MannKind's Phase III Diabetes Drug Results Should Continue Its Upward Trend

| About: MannKind Corporation (MNKD)

MannKind Co (NASDAQ:MNKD), the Valencia CA based development-stage biopharmaceutical company, stock had been on a tear this year, up almost 195% YTD. The rise was due to expected positive news on Afrezza, the company's inhalable insulin powder for controlling diabetes that is in two late-stage clinical trials. And the good news did come on Wednesday August 14th when the results from both Phase III studies were announced. Then the old adage "buy on the rumor sell on the news" appears to have kicked in, and the stock has since given back over 22% of its value. However, the dip could be short lived as the potential sales for this inhalable diabetes drug could be in the billions.

Diabetes Rates Continue to Rise Globally

Type 1 diabetes, or juvenile diabetes, is a chronic condition in which the pancreas produces little or no insulin, and is generally caused by genetics or exposure to certain viruses, and there is little one can do to prevent the disease. However, if there's one disease that doctors say can for the most people be prevented or delayed its type 2 diabetes, once known as "adult onset diabetes, a chronic disease that occurs when the pancreas does not produce enough insulin or when the body cannot effectively use the insulin it produces. Today 90 to 95% of the reported cases of diabetes are type 2. And diabetes can lead to a myriad of other ills such as heart disease, kidney disease, stroke, blindness, limb amputation, and the list goes on. 370 million people worldwide suffer from diabetes, and the World Health Organization (WHO) projects that by 2030 diabetes will be the 7th leading cause of death.

Globally, diabetes accounted for an estimated 12% of health expenditures in 2010, which roughly in dollars was $376 billion, and that number is expected to rise to $490 billion in 2030. Asia now accounts for 60% of the world's diabetic population, due to the rapid economic development, urbanization, and transitions in dietary changes. In 1980, less than 1% of Chinese adults had the disease, twenty years later the number reached nearly 10%, and now it is estimated that 92 million Chinese adults have diabetes, and another 148 million are prediabetic. China has now overtaken India as the global epicenter of the diabetes epidemic.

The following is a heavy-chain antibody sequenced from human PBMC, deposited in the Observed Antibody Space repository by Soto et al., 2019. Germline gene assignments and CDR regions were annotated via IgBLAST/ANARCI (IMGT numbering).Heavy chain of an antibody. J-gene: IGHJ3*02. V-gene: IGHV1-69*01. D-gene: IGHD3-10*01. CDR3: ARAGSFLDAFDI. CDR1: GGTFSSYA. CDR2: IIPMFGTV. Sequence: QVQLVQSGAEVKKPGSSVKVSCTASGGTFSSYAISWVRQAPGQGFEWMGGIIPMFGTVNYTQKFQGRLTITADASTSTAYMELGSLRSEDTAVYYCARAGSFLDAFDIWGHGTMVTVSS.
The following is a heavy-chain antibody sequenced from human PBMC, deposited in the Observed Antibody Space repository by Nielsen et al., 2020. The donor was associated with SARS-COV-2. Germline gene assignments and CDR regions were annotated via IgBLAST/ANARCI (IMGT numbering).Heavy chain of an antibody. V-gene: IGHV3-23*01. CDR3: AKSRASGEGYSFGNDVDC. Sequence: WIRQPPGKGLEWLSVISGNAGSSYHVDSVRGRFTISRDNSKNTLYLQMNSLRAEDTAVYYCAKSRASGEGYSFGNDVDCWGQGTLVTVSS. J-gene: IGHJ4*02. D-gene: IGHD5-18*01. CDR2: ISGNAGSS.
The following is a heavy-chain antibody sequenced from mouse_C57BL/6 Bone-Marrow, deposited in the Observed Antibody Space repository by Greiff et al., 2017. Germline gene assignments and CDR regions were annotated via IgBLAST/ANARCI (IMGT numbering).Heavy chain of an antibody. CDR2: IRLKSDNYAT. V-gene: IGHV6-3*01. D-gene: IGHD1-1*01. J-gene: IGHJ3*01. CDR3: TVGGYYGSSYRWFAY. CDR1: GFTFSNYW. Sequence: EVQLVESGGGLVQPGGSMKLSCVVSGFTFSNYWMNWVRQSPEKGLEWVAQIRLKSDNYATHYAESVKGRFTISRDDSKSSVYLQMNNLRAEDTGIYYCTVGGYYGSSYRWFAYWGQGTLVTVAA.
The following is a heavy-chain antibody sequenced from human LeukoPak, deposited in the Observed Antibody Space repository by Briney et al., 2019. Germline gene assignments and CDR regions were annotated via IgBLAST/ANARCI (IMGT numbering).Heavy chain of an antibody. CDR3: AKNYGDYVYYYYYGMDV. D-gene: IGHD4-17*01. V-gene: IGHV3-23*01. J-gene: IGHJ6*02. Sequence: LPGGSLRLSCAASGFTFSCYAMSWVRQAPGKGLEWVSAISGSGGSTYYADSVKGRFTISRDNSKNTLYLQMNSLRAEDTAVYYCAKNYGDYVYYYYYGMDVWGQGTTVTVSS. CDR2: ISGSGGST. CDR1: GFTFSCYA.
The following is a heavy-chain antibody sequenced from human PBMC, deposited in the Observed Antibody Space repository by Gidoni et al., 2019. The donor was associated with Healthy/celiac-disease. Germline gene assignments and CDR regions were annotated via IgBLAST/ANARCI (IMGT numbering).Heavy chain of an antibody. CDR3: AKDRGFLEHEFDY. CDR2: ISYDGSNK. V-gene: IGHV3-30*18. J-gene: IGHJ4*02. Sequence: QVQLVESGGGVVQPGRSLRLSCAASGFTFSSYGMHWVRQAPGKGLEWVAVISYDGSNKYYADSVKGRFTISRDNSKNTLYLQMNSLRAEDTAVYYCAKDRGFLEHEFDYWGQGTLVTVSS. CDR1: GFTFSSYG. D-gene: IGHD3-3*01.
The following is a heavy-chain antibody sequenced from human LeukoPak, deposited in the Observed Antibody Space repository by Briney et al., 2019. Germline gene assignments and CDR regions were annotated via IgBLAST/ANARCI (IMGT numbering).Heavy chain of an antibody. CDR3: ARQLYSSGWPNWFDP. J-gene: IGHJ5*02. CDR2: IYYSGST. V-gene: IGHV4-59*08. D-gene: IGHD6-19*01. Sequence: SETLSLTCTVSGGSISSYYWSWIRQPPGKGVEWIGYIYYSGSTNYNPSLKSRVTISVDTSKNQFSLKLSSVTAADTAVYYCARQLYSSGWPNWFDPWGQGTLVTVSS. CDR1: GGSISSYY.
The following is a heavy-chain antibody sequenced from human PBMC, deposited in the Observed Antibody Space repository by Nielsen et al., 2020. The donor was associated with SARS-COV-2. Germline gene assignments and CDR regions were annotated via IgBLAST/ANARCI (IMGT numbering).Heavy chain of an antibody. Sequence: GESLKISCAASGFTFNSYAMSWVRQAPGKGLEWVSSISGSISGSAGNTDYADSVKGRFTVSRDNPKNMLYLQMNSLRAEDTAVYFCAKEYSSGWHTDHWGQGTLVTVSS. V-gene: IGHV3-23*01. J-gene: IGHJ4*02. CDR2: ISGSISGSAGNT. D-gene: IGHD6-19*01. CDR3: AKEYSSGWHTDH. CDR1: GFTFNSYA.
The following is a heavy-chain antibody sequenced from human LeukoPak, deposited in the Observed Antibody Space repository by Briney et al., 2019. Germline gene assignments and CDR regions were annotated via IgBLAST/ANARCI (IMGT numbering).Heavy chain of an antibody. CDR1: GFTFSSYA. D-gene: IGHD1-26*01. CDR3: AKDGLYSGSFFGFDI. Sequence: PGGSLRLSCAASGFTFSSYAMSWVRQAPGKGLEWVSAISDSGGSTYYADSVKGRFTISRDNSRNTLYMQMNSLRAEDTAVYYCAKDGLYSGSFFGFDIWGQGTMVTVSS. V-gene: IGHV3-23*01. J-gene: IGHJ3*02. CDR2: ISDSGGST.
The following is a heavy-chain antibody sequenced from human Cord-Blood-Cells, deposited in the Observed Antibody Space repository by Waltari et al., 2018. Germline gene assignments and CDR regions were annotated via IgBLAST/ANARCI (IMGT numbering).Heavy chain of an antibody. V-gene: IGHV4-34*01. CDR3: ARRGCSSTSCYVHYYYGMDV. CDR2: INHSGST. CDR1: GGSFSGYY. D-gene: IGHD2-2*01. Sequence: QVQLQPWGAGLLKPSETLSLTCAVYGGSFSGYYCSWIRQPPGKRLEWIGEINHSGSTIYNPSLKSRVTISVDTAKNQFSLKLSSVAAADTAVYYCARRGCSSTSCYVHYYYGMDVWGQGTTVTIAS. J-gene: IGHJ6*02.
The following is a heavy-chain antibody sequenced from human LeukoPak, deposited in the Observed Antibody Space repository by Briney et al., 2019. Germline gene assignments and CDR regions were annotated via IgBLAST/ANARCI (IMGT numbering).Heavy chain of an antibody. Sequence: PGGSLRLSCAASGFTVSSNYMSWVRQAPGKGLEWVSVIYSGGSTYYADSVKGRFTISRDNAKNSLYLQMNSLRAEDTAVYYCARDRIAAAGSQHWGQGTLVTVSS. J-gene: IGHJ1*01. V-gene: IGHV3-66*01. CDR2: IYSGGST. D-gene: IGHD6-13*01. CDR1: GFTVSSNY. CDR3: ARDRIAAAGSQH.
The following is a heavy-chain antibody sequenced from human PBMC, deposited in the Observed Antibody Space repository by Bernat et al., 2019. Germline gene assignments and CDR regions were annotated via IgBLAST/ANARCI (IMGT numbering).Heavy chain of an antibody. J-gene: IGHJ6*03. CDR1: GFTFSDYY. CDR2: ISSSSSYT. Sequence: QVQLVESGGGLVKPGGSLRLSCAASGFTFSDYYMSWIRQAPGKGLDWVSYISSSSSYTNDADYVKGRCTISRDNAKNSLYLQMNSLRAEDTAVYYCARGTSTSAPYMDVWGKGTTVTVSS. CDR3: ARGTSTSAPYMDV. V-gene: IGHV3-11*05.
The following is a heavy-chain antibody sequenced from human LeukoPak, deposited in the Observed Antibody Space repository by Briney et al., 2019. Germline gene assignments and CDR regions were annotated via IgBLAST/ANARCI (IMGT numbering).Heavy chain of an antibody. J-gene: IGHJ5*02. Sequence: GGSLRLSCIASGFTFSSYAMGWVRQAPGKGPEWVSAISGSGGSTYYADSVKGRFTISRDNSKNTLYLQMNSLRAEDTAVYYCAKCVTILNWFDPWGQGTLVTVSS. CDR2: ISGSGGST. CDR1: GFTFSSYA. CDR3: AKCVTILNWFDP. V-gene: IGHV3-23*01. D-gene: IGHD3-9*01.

Though age, family history, and even ethnicity plays a role in type 2 diabetes, If one maintains a normal weight, eats healthy, and exercises regularly the odds of developing type 2 diabetes diminish significantly, or at lease delayed. Unfortunately, for the masses, human nature does not seem to take the healthier approach in preventing, delaying or reversing type 2 diabetes, therefore until that time comes people with type 2 diabetes will be treated with medication. Until now, during late stages of type 2 diabetes, when the pancreas can no longer produce insulin, the diabetic would have to take insulin injections. That all may be changing as a number of companies have been developing other methods of delivering late stage diabetes medicines, including MannKind.


On August 14th MannKind announced, as expected, positive results from the Phase III studies, for both type 1 and type 2 diabetes using Afrezza, the company's flagship drug, an inhalable insulin powder for controlling diabetes. The results found patients taking Afrezza in combination with metformin, with or without another oral medication, experienced significant reductions in A1C levels compared to patients taking only oral therapy. Over a 24-week period, the A1C level for patients saw mean A1C level reduction of 0.82%, while the mean A1C level for patients taking only oral medication dropped 0.42%. Which means that Afrezza, delivered via an inhaler, was more effective in controlling diabetics' blood sugar levels when combined with oral diabetes medicines compared to oral drugs alone.

CEO Alfred Mann, whose company has spent over six years working on getting its inhaled form of insulin on the market, commented on the results. "Based on the results of this study, we believe that Afrezza can be used to improve glycemic control in insulin-naive Type 2 diabetes patients that are not adequately controlled on conventional oral medications - a potentially large and underserved patient population."